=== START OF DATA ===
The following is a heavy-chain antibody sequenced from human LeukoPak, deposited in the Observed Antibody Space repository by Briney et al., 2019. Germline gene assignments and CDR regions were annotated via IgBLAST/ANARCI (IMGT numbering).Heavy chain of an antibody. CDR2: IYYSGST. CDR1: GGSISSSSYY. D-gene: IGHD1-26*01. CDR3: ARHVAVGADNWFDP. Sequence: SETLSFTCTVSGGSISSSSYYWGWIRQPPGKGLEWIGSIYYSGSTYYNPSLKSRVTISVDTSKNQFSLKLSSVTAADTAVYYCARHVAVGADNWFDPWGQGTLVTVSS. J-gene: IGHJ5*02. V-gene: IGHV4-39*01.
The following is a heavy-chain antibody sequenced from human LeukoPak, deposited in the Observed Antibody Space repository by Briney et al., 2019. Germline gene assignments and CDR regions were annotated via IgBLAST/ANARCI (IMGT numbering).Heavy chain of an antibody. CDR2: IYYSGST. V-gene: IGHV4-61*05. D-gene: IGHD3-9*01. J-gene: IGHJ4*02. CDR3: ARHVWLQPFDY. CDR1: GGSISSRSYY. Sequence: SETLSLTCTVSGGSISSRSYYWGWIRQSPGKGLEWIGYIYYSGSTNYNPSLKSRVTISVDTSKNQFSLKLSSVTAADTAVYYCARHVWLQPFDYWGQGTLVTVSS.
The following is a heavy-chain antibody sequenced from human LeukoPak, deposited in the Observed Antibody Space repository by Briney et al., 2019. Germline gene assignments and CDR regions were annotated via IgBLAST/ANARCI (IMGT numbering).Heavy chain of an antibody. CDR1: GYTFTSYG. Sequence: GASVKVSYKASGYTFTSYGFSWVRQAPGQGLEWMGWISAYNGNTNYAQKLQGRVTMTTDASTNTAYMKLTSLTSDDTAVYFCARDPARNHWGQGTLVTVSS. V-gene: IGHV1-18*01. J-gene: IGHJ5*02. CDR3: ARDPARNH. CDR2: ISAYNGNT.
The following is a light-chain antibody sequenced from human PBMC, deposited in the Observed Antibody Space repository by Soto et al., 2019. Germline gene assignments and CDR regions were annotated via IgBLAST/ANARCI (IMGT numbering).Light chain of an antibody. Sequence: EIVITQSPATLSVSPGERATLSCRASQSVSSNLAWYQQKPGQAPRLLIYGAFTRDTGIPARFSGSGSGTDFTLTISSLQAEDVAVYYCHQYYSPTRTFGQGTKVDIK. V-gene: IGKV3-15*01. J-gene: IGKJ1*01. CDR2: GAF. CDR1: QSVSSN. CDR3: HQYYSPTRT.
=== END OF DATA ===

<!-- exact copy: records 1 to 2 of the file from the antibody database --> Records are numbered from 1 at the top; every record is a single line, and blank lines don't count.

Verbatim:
The following is a heavy-chain antibody sequenced from human LeukoPak, deposited in the Observed Antibody Space repository by Briney et al., 2019. Germline gene assignments and CDR regions were annotated via IgBLAST/ANARCI (IMGT numbering).Heavy chain of an antibody. CDR2: IYYSGST. CDR1: GGSISSSSYY. D-gene: IGHD1-26*01. CDR3: ARHVAVGADNWFDP. Sequence: SETLSFTCTVSGGSISSSSYYWGWIRQPPGKGLEWIGSIYYSGSTYYNPSLKSRVTISVDTSKNQFSLKLSSVTAADTAVYYCARHVAVGADNWFDPWGQGTLVTVSS. J-gene: IGHJ5*02. V-gene: IGHV4-39*01.
The following is a heavy-chain antibody sequenced from human LeukoPak, deposited in the Observed Antibody Space repository by Briney et al., 2019. Germline gene assignments and CDR regions were annotated via IgBLAST/ANARCI (IMGT numbering).Heavy chain of an antibody. CDR2: IYYSGST. V-gene: IGHV4-61*05. D-gene: IGHD3-9*01. J-gene: IGHJ4*02. CDR3: ARHVWLQPFDY. CDR1: GGSISSRSYY. Sequence: SETLSLTCTVSGGSISSRSYYWGWIRQSPGKGLEWIGYIYYSGSTNYNPSLKSRVTISVDTSKNQFSLKLSSVTAADTAVYYCARHVWLQPFDYWGQGTLVTVSS.